“What can China really do?” That was the question posed by a former diplomat and China expert when asked about the repeated threats and admonishments from Beijing over the Dalai Lama’s visit to Arunachal Pradesh, particularly Tawang.
Over the past week, Beijing has issued at least four official statements condemning New Delhi for allowing the 81-year-old Tibetan leader to visit the state, which China considers a part of “South Tibet” and hence Chinese territory. New Delhi brushed off these protests, and the Dalai Lama reached Bomdila in West Kameng district on Tuesday, beginning his nine-day visit to Arunachal Pradesh. On Wednesday, a Chinese Foreign Ministry spokesperson told reporters that the visit “severely hurts China’s interests and the China-India relationship…and also fuels the border dispute…(which) will do no good to the Indian side.”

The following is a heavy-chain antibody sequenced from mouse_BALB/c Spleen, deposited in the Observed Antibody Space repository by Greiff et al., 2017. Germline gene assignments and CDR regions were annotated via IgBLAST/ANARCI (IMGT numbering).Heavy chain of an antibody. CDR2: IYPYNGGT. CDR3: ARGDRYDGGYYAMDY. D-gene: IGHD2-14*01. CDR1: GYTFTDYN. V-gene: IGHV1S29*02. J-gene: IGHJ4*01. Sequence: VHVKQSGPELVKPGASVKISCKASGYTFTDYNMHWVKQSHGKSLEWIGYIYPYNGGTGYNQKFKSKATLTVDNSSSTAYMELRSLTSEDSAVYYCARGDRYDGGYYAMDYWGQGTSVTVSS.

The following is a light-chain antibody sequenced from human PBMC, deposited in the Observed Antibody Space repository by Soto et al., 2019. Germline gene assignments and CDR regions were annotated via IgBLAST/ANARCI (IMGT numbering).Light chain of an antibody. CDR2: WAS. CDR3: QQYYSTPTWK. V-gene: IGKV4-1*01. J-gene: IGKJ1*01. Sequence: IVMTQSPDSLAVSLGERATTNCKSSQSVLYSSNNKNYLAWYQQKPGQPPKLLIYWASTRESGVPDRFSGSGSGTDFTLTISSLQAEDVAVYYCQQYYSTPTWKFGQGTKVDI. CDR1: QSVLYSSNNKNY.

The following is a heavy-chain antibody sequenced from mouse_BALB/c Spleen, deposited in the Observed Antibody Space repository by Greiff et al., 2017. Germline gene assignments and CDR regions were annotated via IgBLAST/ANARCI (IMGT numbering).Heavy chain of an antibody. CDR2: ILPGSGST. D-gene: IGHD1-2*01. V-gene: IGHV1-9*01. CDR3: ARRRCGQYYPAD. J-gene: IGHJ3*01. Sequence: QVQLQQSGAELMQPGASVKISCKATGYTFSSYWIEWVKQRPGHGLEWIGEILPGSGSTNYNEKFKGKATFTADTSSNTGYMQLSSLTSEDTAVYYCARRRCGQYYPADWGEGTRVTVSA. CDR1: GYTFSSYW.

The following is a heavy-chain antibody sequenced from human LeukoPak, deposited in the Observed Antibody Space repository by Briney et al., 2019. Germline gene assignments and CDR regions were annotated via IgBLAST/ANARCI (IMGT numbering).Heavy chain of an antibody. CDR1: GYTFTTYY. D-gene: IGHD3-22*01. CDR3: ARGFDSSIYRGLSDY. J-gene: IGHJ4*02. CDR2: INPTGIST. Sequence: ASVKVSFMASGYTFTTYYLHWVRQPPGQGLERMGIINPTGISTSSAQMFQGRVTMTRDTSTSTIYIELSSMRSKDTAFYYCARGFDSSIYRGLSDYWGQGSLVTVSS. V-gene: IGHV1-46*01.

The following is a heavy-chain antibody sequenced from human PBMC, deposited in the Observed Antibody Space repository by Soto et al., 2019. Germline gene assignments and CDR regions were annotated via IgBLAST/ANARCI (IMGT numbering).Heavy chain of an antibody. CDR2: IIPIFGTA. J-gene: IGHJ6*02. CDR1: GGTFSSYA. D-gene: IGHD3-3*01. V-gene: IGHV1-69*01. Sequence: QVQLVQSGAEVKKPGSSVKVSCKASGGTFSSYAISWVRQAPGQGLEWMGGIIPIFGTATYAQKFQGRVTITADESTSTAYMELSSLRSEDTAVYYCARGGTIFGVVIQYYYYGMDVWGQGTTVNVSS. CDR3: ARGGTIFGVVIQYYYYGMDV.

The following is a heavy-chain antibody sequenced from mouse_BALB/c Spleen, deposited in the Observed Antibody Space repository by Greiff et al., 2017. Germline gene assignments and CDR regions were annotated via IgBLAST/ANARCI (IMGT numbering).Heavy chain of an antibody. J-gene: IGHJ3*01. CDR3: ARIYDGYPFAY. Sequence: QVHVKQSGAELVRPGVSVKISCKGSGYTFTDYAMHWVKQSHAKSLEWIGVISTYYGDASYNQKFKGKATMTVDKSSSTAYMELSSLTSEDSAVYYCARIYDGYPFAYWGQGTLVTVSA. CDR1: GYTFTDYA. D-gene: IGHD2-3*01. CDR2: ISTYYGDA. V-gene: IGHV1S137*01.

“They do use colourful language,” laughs Ashok Kantha, who served as India’s ambassador to Beijing from 2013 to 2016. “This is not the Dalai Lama’s first visit to Tawang. The Chinese are aware of that. What they are doing doesn’t make sense. Both sides have agreed that they will deal with differences in a certain fashion. From 1993, when we had the border peace and tranquility agreement, we have taken the position that pending a settlement, we will respect and work on the basis of the line of actual control. Now there’s no ambiguity as for the LAC (Line of Actual Control) in Arunachal.
“They can question the status of the state, but the fact remains that Arunachal, including Tawang, is on our side of the actual LAC. Likewise, we question the status of Aksai Chin, but we don’t question the Chinese activities there, on the basis of the LAC again. That is a pragmatic way of dealing with this issue. Otherwise we’ll be adding to the problem. I don’t see why China should get upset over this or our other activities there. They’ve been constructing on their side of the LAC, yet they object when we build roads or railways on our side,” Kantha told Express